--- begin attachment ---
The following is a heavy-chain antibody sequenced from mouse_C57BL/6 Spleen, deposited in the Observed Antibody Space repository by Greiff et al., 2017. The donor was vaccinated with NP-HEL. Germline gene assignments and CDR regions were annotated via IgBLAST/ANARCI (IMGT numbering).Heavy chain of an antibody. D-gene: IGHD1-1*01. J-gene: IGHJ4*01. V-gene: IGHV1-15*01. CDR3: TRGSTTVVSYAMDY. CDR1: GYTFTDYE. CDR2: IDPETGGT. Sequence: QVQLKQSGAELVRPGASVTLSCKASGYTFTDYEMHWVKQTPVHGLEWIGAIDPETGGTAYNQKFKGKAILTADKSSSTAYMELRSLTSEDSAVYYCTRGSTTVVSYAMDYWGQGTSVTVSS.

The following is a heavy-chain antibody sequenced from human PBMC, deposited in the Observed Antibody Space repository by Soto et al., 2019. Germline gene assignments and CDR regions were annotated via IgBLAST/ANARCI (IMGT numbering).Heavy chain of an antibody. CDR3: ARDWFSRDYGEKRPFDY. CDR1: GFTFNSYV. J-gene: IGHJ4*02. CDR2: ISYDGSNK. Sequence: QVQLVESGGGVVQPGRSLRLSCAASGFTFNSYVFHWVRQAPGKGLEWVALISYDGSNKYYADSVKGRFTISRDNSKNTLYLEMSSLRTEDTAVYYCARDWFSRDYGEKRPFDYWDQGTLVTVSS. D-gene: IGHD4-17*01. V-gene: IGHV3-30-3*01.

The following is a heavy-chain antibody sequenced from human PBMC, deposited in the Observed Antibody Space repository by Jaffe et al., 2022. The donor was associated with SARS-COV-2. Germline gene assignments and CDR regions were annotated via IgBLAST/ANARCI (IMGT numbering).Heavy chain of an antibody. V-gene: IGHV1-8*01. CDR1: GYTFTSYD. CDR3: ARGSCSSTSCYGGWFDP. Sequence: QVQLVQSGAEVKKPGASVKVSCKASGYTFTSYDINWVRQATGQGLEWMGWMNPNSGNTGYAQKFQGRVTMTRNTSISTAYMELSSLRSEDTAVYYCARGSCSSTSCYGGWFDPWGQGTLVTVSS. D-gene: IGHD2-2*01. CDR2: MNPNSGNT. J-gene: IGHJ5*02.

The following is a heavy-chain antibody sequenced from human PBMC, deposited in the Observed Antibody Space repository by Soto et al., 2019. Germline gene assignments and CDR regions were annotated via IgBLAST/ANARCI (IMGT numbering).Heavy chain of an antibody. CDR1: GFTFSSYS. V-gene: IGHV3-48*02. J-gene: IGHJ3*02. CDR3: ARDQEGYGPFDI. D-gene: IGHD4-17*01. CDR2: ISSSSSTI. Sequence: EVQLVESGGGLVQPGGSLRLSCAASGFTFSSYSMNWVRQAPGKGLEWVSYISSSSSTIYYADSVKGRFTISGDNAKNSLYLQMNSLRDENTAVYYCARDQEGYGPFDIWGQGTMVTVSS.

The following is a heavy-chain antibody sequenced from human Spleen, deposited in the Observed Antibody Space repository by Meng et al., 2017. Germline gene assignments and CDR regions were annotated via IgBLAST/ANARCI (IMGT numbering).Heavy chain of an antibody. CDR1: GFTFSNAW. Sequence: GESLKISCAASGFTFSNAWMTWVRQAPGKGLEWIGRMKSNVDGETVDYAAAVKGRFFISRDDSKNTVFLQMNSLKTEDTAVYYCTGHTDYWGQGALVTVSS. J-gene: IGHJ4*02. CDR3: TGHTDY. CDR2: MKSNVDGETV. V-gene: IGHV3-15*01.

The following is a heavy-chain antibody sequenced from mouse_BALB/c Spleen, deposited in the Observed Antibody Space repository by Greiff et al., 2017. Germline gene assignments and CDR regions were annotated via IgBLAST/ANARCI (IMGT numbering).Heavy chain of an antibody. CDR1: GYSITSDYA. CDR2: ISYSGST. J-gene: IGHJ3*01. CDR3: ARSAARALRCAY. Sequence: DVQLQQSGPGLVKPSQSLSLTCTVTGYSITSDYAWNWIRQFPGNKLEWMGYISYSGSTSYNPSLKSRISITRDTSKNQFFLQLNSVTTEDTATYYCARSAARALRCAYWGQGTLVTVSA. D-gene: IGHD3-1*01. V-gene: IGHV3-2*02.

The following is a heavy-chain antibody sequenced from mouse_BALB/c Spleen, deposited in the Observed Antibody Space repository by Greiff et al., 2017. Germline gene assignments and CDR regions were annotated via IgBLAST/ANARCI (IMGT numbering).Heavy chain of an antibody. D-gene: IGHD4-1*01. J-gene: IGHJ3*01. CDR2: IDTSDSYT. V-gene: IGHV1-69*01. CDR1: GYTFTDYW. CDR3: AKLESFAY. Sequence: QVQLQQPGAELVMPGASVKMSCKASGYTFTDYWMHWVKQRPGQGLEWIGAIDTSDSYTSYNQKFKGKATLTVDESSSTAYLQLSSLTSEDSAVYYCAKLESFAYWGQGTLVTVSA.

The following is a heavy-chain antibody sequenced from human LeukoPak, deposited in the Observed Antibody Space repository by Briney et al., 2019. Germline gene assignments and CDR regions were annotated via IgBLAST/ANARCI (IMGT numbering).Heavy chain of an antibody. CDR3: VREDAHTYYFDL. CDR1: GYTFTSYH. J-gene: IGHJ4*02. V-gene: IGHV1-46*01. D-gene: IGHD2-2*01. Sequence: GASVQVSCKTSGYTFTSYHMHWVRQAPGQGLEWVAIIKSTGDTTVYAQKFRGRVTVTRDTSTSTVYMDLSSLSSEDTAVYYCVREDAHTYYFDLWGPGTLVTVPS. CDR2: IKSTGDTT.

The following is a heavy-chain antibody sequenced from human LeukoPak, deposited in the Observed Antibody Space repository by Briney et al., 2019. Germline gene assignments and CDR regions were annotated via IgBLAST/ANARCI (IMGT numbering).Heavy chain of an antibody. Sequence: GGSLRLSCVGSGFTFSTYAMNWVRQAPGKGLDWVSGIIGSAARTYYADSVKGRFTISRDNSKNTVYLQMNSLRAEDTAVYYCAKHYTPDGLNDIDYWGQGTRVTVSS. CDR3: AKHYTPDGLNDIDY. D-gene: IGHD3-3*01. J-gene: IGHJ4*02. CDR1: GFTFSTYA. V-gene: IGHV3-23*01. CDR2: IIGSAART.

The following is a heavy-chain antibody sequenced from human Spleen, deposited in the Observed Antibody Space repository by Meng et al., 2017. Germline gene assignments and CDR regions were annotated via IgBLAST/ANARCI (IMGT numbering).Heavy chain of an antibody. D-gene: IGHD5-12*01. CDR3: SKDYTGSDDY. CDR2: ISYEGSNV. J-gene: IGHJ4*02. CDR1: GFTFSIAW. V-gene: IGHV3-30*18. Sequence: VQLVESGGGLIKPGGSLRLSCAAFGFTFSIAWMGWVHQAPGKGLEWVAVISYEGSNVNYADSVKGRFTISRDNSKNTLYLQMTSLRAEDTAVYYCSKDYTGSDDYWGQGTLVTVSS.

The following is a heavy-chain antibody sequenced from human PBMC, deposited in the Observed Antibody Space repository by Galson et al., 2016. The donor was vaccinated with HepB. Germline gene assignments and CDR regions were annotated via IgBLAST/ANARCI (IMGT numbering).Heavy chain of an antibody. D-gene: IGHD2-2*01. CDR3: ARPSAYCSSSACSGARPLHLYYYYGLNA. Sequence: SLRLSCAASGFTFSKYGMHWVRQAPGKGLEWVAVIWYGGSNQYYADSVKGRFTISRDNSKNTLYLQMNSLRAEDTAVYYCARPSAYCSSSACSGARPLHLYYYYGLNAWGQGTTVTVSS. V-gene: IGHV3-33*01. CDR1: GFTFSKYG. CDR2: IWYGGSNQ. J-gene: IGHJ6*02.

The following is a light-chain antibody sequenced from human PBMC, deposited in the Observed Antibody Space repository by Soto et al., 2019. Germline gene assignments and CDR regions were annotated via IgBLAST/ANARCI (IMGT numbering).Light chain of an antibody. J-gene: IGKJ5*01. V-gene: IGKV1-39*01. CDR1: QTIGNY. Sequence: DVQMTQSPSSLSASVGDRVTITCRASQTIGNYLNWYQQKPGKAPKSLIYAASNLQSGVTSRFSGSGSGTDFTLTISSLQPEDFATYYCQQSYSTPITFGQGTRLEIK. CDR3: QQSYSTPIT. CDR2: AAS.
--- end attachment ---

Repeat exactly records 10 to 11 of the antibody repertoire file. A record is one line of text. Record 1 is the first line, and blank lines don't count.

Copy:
The following is a heavy-chain antibody sequenced from human Spleen, deposited in the Observed Antibody Space repository by Meng et al., 2017. Germline gene assignments and CDR regions were annotated via IgBLAST/ANARCI (IMGT numbering).Heavy chain of an antibody. D-gene: IGHD5-12*01. CDR3: SKDYTGSDDY. CDR2: ISYEGSNV. J-gene: IGHJ4*02. CDR1: GFTFSIAW. V-gene: IGHV3-30*18. Sequence: VQLVESGGGLIKPGGSLRLSCAAFGFTFSIAWMGWVHQAPGKGLEWVAVISYEGSNVNYADSVKGRFTISRDNSKNTLYLQMTSLRAEDTAVYYCSKDYTGSDDYWGQGTLVTVSS.

The following is a heavy-chain antibody sequenced from human PBMC, deposited in the Observed Antibody Space repository by Galson et al., 2016. The donor was vaccinated with HepB. Germline gene assignments and CDR regions were annotated via IgBLAST/ANARCI (IMGT numbering).Heavy chain of an antibody. D-gene: IGHD2-2*01. CDR3: ARPSAYCSSSACSGARPLHLYYYYGLNA. Sequence: SLRLSCAASGFTFSKYGMHWVRQAPGKGLEWVAVIWYGGSNQYYADSVKGRFTISRDNSKNTLYLQMNSLRAEDTAVYYCARPSAYCSSSACSGARPLHLYYYYGLNAWGQGTTVTVSS. V-gene: IGHV3-33*01. CDR1: GFTFSKYG. CDR2: IWYGGSNQ. J-gene: IGHJ6*02.